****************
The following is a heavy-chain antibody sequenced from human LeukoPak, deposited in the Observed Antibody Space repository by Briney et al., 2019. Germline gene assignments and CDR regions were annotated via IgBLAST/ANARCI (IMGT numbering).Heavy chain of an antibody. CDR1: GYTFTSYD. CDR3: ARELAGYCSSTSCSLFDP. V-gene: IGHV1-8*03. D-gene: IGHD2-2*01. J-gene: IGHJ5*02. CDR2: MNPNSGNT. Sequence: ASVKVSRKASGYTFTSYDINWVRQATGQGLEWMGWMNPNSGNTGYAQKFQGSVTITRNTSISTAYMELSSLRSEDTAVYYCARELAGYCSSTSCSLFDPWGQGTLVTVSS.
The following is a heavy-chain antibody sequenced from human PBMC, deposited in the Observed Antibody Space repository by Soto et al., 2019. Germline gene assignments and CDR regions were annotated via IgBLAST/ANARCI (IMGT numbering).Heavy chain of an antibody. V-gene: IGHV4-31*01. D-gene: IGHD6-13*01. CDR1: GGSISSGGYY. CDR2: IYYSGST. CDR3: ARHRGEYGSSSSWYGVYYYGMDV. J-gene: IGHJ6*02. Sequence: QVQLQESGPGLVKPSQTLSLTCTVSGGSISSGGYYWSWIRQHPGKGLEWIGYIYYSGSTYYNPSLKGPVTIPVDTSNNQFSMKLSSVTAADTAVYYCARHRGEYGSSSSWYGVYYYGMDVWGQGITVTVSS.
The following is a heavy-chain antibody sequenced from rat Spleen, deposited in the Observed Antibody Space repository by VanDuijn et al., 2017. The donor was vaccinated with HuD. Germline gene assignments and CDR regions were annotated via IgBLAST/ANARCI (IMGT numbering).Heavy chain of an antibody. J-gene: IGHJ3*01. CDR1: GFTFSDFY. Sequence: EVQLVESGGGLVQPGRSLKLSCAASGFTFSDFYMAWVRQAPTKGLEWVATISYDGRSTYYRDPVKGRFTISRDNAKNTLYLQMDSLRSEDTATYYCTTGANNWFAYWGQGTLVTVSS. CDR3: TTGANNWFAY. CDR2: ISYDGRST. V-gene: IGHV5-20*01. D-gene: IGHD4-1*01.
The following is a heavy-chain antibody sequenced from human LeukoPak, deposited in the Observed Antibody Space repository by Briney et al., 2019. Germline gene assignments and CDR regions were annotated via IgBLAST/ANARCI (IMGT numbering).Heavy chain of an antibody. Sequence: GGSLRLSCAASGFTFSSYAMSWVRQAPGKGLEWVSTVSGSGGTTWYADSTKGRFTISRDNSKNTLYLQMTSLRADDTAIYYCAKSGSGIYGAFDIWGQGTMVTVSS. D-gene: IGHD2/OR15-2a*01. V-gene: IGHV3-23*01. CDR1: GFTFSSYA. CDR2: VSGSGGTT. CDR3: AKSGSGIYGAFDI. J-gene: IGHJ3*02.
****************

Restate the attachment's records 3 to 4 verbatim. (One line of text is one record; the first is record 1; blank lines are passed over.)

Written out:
The following is a heavy-chain antibody sequenced from rat Spleen, deposited in the Observed Antibody Space repository by VanDuijn et al., 2017. The donor was vaccinated with HuD. Germline gene assignments and CDR regions were annotated via IgBLAST/ANARCI (IMGT numbering).Heavy chain of an antibody. J-gene: IGHJ3*01. CDR1: GFTFSDFY. Sequence: EVQLVESGGGLVQPGRSLKLSCAASGFTFSDFYMAWVRQAPTKGLEWVATISYDGRSTYYRDPVKGRFTISRDNAKNTLYLQMDSLRSEDTATYYCTTGANNWFAYWGQGTLVTVSS. CDR3: TTGANNWFAY. CDR2: ISYDGRST. V-gene: IGHV5-20*01. D-gene: IGHD4-1*01.
The following is a heavy-chain antibody sequenced from human LeukoPak, deposited in the Observed Antibody Space repository by Briney et al., 2019. Germline gene assignments and CDR regions were annotated via IgBLAST/ANARCI (IMGT numbering).Heavy chain of an antibody. Sequence: GGSLRLSCAASGFTFSSYAMSWVRQAPGKGLEWVSTVSGSGGTTWYADSTKGRFTISRDNSKNTLYLQMTSLRADDTAIYYCAKSGSGIYGAFDIWGQGTMVTVSS. D-gene: IGHD2/OR15-2a*01. V-gene: IGHV3-23*01. CDR1: GFTFSSYA. CDR2: VSGSGGTT. CDR3: AKSGSGIYGAFDI. J-gene: IGHJ3*02.